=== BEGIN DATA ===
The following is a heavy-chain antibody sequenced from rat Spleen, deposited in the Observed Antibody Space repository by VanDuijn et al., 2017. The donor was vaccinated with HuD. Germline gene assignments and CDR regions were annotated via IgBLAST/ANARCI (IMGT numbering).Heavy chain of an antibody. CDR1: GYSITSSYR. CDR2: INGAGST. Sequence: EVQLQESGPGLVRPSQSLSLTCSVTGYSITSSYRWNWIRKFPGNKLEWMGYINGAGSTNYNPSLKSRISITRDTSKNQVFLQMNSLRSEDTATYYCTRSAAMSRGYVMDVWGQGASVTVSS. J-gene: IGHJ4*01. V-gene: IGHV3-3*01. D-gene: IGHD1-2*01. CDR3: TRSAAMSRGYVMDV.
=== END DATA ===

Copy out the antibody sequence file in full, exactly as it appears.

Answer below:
The following is a heavy-chain antibody sequenced from rat Spleen, deposited in the Observed Antibody Space repository by VanDuijn et al., 2017. The donor was vaccinated with HuD. Germline gene assignments and CDR regions were annotated via IgBLAST/ANARCI (IMGT numbering).Heavy chain of an antibody. CDR1: GYSITSSYR. CDR2: INGAGST. Sequence: EVQLQESGPGLVRPSQSLSLTCSVTGYSITSSYRWNWIRKFPGNKLEWMGYINGAGSTNYNPSLKSRISITRDTSKNQVFLQMNSLRSEDTATYYCTRSAAMSRGYVMDVWGQGASVTVSS. J-gene: IGHJ4*01. V-gene: IGHV3-3*01. D-gene: IGHD1-2*01. CDR3: TRSAAMSRGYVMDV.